Citizen science provides a great opportunity to involve the public in research and to improve data collection or analysis through the power of the crowd. But with more and more projects appearing to demand citizens’ attention and time, is this really a worthwhile avenue for researchers to pursue? Grippenet, the French flu surveillance platform, tracks the illness through users’ self-reported symptoms. As epidemiologist Vittoria Colizza explains, involving citizens in this way yields unique and important information to complement data from traditional epidemic tracking systems.
This article is the first of two on the connections between citizen science, social networks and epidemiology.
2 - Posting the flu - Does the web hold vital information for pandemic surveillance?
“This isn’t sexy—it’s the flu,” concedes Vittoria Colizza regarding Grippenet, France’s online, citizen-powered flu-tracking system. Nevertheless, the epidemiologist with the French National Institute of Health and Medical Research (Inserm) is pleased with its success: in its first year, and with only moderate publicity from the three partner institutions backing it (Inserm, the University Pierre and Marie Curie, and the Institute for Public Health Surveillance, the program has enrolled over 5,000 participants and achieved the admirable retention rate between seasons of around 70%.
In the growing fold of participatory research projects (for example, Nutrinet, a program investigating the nutrition and health of 500,000 internet users), it is difficult for any one to stand out from the crowd and attract the attention of the other crowd that will provide its data. “It’s hard to be engaging,” explains Dr. Colizza. “This takes literally seconds per week, but it demands a psychological effort” to faithfully complete a questionnaire on such a regular basis. After filling in their profile with important demographic and lifestyle information, users are prompted each week to answer a few questions about their flu symptoms, if any. The Grippenet team has taken care to minimize the trouble for respondents, to provide maps and graphs that are accessible and interesting, and even to offer some flu-related fun in the weekly newsletter: the etymology of the word flu, or how to sneeze in different languages.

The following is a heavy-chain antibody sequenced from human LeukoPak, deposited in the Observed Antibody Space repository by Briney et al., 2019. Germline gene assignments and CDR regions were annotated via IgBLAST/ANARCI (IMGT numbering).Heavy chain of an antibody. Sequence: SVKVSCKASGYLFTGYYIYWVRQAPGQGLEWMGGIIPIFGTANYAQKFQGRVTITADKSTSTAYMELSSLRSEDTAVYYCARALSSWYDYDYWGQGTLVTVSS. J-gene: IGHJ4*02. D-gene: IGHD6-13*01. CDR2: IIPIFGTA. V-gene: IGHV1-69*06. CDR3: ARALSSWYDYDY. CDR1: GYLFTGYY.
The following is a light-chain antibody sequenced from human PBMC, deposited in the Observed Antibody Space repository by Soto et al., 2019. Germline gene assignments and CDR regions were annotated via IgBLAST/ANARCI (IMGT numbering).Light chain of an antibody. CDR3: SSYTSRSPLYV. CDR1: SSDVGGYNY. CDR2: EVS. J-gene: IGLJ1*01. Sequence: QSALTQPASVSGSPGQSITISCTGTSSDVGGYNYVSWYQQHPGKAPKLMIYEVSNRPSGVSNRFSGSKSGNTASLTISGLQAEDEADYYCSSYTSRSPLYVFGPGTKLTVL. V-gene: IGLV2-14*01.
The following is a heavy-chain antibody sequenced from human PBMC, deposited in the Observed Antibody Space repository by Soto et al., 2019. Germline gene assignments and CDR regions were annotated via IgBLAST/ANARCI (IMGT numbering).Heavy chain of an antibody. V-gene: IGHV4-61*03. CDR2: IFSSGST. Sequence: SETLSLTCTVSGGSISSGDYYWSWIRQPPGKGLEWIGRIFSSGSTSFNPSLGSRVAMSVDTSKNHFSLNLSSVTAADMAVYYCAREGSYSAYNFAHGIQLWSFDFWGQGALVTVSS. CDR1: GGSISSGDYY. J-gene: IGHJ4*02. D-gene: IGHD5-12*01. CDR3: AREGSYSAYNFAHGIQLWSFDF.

While an infectious disease surveillance system already exists in France, relying on a network of doctors to report flu and other illness among their patients, the effort of putting the Grippenet system in place is worth it to the team. (The same group runs both systems.) “There’s information that we can’t get from doctors,” Vittoria explains. “Does the person take public transport? Do they have pets at home? How many days of work did they miss due to the flu?” This information can help establish the risk factors, a big issue in flu research and epidemiology, as well as the cost to society. But the information itself comes at the cost of participants’ time, which must be donated repeatedly throughout the flu season. For this reason, cultural factors may play a role in the relative success of different countries when recruiting citizens to participate in research.